• Defense officials revealed Trump inquired about the use of military ‘tanks’ and ‘hardware that could help restore order   
  • Trump also called for helicopters to blast protesters with their downdraft as a ‘show of force’ against demonstrators

Donald Trump demanded Wednesday that police ‘get tough’ after a sixth night of nation-wide protests – but privately, the president is backing off his plan to send in federal troops to stifle rioters.

While President Trump launched a more than 35-tweet tirade Wednesday morning, in part claiming that the violent protesters are ‘domestic terrorists,’ he also abandoned his idea to dispatch the military after officials claimed local governments should take charge, the Associated Press reported.

Trump told members of his cabinet over the last week that he wants to send the military into American cities – a proposal that led to a heated yelling-match between those supporting the notion and those opposed.

Vice President Mike Pence and Defense Secretary Mark Esper supported the idea, claiming it would give the federal government quicker control over the situation than if it were to take over and activate the National Guard.

Attorney General Bill Barr and Joint Chiefs of Staff General Mark Milley, however, warned against the plan.

Barr was concerned with infringing on states’ rights if the military were deployed to different cities across the country facing riots and Gen. Milley assured the president he had enough force in D.C. to secure the city.

He also did not want to put active-duty military in such a domestic role.

The divide over the plan grew tentious during the Monday morning discussion as administration officials began raising their voices at one another, according to The New York Times.

New report: Donald Trump has privately backed down on his demand that active duty military be deployed to quell riots after administration officials raised their voices in debating the plan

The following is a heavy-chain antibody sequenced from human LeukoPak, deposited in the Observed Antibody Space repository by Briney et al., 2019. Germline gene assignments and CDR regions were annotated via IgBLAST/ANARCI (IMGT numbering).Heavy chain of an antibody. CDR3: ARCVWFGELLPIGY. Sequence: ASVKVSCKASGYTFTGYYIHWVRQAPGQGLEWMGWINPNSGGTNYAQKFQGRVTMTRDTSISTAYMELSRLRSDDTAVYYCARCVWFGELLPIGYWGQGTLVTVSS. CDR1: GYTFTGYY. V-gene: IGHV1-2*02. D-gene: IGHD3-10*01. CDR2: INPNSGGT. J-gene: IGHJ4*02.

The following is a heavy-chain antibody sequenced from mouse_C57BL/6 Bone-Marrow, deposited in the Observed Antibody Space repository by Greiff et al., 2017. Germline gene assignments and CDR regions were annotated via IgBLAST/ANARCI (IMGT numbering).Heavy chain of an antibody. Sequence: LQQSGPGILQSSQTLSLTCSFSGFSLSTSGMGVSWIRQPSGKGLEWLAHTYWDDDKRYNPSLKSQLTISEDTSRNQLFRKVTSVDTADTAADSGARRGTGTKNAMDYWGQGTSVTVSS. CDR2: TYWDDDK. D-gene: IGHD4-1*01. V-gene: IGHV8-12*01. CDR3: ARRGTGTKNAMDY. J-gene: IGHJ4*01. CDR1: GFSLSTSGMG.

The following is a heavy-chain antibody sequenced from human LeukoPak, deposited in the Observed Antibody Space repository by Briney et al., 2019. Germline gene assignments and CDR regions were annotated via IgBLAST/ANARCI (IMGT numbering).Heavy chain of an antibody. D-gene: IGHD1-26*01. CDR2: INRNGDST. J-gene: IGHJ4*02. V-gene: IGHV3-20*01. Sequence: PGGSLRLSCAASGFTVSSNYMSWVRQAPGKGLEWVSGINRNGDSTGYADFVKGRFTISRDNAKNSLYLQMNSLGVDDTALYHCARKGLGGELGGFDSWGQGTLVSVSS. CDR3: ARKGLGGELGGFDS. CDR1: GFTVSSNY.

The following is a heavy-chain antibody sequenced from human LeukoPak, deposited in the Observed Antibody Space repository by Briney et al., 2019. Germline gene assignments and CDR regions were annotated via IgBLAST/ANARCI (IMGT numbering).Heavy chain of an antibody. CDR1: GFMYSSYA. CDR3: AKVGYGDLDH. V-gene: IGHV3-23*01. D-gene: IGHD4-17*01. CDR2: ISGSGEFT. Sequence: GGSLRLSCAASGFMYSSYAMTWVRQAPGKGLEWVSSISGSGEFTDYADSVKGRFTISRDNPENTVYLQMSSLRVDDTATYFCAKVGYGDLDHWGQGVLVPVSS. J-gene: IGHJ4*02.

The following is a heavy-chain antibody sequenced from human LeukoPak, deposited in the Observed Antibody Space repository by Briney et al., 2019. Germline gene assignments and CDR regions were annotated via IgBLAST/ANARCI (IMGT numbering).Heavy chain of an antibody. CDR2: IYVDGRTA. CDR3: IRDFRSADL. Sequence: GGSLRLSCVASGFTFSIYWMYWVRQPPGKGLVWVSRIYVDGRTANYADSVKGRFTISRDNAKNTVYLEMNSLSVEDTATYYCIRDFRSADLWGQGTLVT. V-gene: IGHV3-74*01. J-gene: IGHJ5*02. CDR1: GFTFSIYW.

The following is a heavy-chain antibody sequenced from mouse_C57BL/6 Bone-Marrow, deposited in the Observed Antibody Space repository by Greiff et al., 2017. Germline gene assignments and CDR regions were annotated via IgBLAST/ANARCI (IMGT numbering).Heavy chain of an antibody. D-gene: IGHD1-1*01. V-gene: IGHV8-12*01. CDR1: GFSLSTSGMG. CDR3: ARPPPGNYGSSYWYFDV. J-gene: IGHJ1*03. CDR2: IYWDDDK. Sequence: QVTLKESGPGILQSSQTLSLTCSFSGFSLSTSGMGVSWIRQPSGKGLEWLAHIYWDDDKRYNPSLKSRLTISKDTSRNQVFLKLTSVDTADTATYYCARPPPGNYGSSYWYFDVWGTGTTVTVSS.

The decision to abandon the plan came Monday as police fired tear gas and rubber bullets at protesters in front of St. John’s Episcopal to disperse the crowd for the president’s photo-op in front of the church, which was set on fire in Sunday riots outside the White House

Even though he privately abandoned the plan to show even a greater image of force in the nation’s capital, Trump still told police Wednesday to ‘get tough’ as riots continued in cities across the country in a sixth night of violent protests in the wake of George Floyd’s death

Trump finally decided to break with his original plan and instead opted for a stunt where law enforcement dispersed protesters with tear gas and rubber bullets from Lafayette Park, across from the North Lawn of the White House.

After protesters were cleared, the president walked across the park to St. John’s Episcapol church, which was set on fire in riots Sunday night, for a photo-op with his bible and members of his cabinet.

Administration officials privately acknowledged Monday’s events did not do the administration any justice.

Even some Republican lawmakers who are typically in sync with the president said Trump went too far in using force to clear the way for his less than five-minute visit to the church.

“There is no right to riot, no right to destroy others’ property, and no right to throw rocks at police,” Nebraska Republican Senator Ben Sasse said. “But there is a fundamental — a constitutional — right to protest, and I’m against clearing out a peaceful protest for a photo op that treats the Word of God as a political prop.”

On Tuesday, a senior White House official said the president wanted to make the aggressive action an example for the rest of the country.

Despite his decision not to deploy the military, Trump continued to insist that ‘The National Guard is ready!’ on Twitter Wednesday.

He has continuously urged governors to activate the National Guard in their states so cities destroyed by rioters could be policed by the Army reservist unit.

Trump shared images of his Twitter of Fifth Avenue in New York City boarding up all of its high-end businesses after several were looted and destroyed in riots in the past week as he again promoted activating the National Guard.

‘LAW & ORDER!’ he urged in another tweet . 

President Trump claimed Wednesday that protesters are acting as ‘domestic terrorists’ and told law enforcement to ‘get tough’ on rioters.

‘CNN says there are some fine people marching with the looters and domestic terrorists,’ Trump shared in a retweet from comic strip creator and satire author Scott Adams.

He also urged in another tweet: ‘Get tough police!’ after law enforcement in Milwaukee, Wisconsin revealed Tuesday night that violent protesters threw molotov cocktails at their force. 

‘Molotov cocktails are lethal force, and from their very origins, a ‘weapon of war’ (thanks Finland!),’ Buck Sexton, who formerly worked for the CIA and NYPD Intelligence Division, wrote on Twitter – and the president shared to his profile.